When you’re searching the real estate market for a new home, a short sale can be an out-of-the-ordinary option that could be enticing. However, even if you can buy a short sale for what seems like a steal, there may be additional costs you haven’t considered. Use the following information to determine if a short sale is a good homebuying opportunity for you.
What is a short sale?
A short sale occurs when a homeowner is behind on their mortgage payments and owes more than what the home is worth. The lender agrees to accept a payment that’s less than what is owed on the mortgage and approves the sale of the home.
Pros of a short sale
There are several reasons why a short sale is a tempting homebuying opportunity. If you think a short sale is right for you, make sure you work with a real estate agent that has experience with short sales and can help guide you through the process.
The home may be sold at a reduced price.
The biggest benefit of considering a short sale is that you may end up paying a great price compared to a traditional home sale. On average, you could pay 21 percent lower for a short sale. Lenders will be motivated to sell the house quickly and avoid lingering on the market for weeks or months.
There may be less competition.
Buying a short sale home can end up taking longer to complete than you might think, and some homebuyers may be unwilling to wait. Less competition can be good for you to avoid getting into a bidding war with another buyer and may make your offer more likely to be accepted.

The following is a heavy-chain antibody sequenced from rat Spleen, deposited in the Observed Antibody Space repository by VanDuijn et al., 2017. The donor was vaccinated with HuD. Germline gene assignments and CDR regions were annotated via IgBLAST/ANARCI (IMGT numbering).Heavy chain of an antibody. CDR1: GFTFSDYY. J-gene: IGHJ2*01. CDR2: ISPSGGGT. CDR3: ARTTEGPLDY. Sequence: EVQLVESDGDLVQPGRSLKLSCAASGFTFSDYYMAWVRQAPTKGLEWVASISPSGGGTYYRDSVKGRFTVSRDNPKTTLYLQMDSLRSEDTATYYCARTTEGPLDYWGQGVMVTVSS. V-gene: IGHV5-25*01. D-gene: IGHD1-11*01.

Cons of a short sale
While a short sale can be an intriguing option, make sure you’re aware of some of the potential downsides you could experience.
Home repairs can be costly.
While you may believe you’re getting a great deal on the home, you need to be aware that a short sale may be suffering from deferred maintenance and require repairs ranging from cosmetic upgrades to a new roof. Remember: short sales are sold as-is and may be more fixer-upper than move-in ready. Before buying a short sale, you should request a home inspection to know of any needed repairs. However, lenders might be unwilling to budge on a lower price or concessions.
The lender must approve of the sale.
It is important to remember that the lender has the final say over the home sale. The lender will be trying to recoup as much of the mortgage as possible, and they may set a competitive price for the home. If they believe an offer is too low, they can counter your offer or reject it altogether. The lender may also request that the homeowner help pay the closing costs. If they refuse, this could cause the sale to fall apart.
It can take months to complete.
Don’t let the term “short sale” deceive you—getting your offer accepted may take four to six months. This is due to the mortgage lender needing to approve the sale. It could take even longer if multiple lenders are involved due to a second mortgage.
Are you just getting started on your homebuying journey? Use this timeline of the homebuying process so you can stay informed every step of the way.